The Riley Spartz books are exactly the kind of wonderful mid-list offering that I never would have stumbled across anywhere other than a bricks and mortar bookstore. The bright covers drew my attention when shelving and lent themselves to being a centerpiece of any display. And, invariably, I read the cover blurb, flipped open to the first page, and found myself hooked. I took Riley Spartz home with me, spent a few tense hours with her, and have never failed to pick up each new title on publication day since.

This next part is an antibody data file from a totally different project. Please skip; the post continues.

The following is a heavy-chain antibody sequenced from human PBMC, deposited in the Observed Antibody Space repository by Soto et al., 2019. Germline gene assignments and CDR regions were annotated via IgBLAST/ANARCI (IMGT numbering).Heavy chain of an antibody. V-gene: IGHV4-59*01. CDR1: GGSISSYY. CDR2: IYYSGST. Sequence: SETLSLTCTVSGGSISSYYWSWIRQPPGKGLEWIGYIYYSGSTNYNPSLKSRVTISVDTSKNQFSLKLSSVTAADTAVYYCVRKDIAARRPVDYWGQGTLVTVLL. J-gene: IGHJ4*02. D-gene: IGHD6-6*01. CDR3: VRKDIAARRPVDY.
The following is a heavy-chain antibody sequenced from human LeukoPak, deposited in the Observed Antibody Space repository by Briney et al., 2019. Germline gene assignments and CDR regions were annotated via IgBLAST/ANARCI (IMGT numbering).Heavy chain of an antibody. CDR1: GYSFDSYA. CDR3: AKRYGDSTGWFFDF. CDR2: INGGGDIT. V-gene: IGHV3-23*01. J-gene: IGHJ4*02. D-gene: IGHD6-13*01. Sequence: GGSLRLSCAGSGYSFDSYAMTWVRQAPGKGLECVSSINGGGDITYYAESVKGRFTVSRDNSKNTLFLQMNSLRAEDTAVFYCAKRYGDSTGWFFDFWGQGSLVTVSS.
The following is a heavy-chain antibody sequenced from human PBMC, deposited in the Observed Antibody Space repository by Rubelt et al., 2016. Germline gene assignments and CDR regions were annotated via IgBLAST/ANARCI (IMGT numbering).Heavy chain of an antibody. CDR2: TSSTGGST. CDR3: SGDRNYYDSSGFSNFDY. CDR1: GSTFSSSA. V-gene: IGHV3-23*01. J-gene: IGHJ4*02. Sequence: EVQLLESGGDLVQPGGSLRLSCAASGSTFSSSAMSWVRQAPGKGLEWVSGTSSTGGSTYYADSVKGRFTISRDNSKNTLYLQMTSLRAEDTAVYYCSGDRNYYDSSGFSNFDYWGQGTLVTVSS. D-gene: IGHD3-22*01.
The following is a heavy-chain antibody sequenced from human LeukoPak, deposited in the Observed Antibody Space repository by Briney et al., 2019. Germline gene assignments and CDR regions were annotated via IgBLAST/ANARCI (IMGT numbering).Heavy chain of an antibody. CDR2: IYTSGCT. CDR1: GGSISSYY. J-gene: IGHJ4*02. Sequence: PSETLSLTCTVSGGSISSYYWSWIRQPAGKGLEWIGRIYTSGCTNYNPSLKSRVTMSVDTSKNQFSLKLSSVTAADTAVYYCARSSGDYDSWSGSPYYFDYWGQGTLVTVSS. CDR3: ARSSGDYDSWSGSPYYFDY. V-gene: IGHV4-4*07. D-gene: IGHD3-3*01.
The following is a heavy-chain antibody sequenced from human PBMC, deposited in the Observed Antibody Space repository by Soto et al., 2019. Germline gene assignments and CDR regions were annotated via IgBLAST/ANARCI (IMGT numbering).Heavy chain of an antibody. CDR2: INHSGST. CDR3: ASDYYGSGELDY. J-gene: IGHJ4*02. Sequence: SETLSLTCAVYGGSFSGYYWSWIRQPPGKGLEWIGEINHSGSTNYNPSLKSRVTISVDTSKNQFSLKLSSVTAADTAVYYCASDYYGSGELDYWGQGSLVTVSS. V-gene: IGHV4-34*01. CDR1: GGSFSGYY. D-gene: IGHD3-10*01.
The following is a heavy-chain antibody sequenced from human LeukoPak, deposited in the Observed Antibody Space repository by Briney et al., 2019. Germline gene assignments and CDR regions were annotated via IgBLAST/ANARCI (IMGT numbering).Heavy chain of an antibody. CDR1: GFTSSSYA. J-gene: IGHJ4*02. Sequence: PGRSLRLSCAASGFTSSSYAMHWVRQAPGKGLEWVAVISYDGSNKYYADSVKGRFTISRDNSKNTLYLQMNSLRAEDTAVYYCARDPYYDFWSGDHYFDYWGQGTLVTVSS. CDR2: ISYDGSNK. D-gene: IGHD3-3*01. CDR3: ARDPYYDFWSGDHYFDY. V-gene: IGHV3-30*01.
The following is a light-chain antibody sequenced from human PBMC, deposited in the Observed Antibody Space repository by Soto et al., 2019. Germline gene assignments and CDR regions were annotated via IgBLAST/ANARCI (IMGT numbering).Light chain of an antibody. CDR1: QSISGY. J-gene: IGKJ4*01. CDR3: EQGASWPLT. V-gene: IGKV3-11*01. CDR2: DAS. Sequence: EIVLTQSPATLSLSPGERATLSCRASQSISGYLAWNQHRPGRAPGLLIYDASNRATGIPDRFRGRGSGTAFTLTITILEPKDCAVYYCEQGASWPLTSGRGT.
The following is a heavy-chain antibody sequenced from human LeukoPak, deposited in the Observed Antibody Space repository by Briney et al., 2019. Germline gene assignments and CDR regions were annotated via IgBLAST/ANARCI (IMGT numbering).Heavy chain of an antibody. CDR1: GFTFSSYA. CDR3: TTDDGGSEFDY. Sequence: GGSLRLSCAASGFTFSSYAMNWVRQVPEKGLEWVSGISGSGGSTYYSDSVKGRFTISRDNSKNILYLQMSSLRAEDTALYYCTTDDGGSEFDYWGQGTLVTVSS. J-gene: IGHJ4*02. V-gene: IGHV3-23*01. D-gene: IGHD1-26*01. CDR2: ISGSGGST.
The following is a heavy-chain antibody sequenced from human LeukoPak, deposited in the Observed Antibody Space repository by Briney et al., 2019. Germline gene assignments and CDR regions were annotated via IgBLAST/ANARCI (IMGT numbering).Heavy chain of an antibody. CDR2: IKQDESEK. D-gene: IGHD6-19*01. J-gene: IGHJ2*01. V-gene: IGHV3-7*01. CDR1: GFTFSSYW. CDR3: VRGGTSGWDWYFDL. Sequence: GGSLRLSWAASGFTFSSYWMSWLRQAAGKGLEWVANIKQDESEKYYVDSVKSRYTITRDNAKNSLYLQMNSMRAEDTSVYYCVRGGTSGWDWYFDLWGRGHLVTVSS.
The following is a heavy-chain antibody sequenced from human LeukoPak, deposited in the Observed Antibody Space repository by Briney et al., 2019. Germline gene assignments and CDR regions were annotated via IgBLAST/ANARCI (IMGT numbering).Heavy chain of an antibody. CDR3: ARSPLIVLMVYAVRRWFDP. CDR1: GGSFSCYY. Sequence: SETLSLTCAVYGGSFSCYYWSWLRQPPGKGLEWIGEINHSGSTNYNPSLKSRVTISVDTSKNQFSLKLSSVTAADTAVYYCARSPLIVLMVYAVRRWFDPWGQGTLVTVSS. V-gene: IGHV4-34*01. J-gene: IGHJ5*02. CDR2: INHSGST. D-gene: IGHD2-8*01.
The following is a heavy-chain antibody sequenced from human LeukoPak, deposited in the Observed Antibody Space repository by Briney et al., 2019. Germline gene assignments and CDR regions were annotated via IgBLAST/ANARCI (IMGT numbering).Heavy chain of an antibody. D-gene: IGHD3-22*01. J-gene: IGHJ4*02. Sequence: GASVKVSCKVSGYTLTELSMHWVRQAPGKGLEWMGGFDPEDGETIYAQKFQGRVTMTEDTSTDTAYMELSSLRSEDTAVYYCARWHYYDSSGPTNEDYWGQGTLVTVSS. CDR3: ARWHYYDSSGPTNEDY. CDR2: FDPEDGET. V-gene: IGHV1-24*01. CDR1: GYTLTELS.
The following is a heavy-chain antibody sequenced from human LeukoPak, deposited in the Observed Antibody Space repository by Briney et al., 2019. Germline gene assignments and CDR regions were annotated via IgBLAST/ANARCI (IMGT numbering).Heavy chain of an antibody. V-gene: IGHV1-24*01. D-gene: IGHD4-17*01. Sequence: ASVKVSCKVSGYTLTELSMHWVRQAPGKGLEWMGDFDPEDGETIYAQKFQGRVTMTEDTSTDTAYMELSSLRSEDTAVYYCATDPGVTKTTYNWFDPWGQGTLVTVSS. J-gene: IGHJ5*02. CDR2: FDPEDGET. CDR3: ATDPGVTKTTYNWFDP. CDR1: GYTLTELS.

These are not serious, high brow mysteries, but nor are they your grandmother’s cozies. They manage to strike a happy medium of being witty and intensely entertaining, while having real suspense and depicting actual violence. Protagonist Riley Spartz is an investigative reporter for a Minnesota TV station, and as such she is just as worried about ratings and sweeps as she is with finding murderers. Her job makes her an interesting “amateur sleuth” in that she’s not actually an amateur at all. Riley knows all the tricks on digging up dirt on people and getting the information she needs out of interviews and well-placed contacts. But her goals are different than most murder investigators: she is more interested in telling a good story than finding justice, though both always seem to happen in the end. The mechanics of how reporters go about building a story for their television audience are given in detail and add authenticity to the story, along with providing insight into a world most readers have never visited. In a way, these books are a workplace dramedy, with reporters and networks in constant competition for stories and ratings numbers, not to mention budget cuts and unsympathetic bosses. Unlike most P.I./homicide detective characters, Riley always has her plate full of concurrent ongoing investigations, and the subplots, usually involving animal mysteries, are just as intriguing without distracting from the lead story in any way.